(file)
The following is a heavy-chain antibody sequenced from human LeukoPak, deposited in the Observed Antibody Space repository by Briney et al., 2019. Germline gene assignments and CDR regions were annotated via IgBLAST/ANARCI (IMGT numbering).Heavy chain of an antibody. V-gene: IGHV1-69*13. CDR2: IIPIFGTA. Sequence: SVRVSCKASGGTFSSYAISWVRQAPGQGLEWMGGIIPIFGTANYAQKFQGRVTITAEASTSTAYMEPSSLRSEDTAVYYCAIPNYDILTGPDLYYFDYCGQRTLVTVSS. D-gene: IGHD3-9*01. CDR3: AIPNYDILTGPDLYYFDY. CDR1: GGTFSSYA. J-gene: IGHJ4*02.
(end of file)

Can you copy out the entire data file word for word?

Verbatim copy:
The following is a heavy-chain antibody sequenced from human LeukoPak, deposited in the Observed Antibody Space repository by Briney et al., 2019. Germline gene assignments and CDR regions were annotated via IgBLAST/ANARCI (IMGT numbering).Heavy chain of an antibody. V-gene: IGHV1-69*13. CDR2: IIPIFGTA. Sequence: SVRVSCKASGGTFSSYAISWVRQAPGQGLEWMGGIIPIFGTANYAQKFQGRVTITAEASTSTAYMEPSSLRSEDTAVYYCAIPNYDILTGPDLYYFDYCGQRTLVTVSS. D-gene: IGHD3-9*01. CDR3: AIPNYDILTGPDLYYFDY. CDR1: GGTFSSYA. J-gene: IGHJ4*02.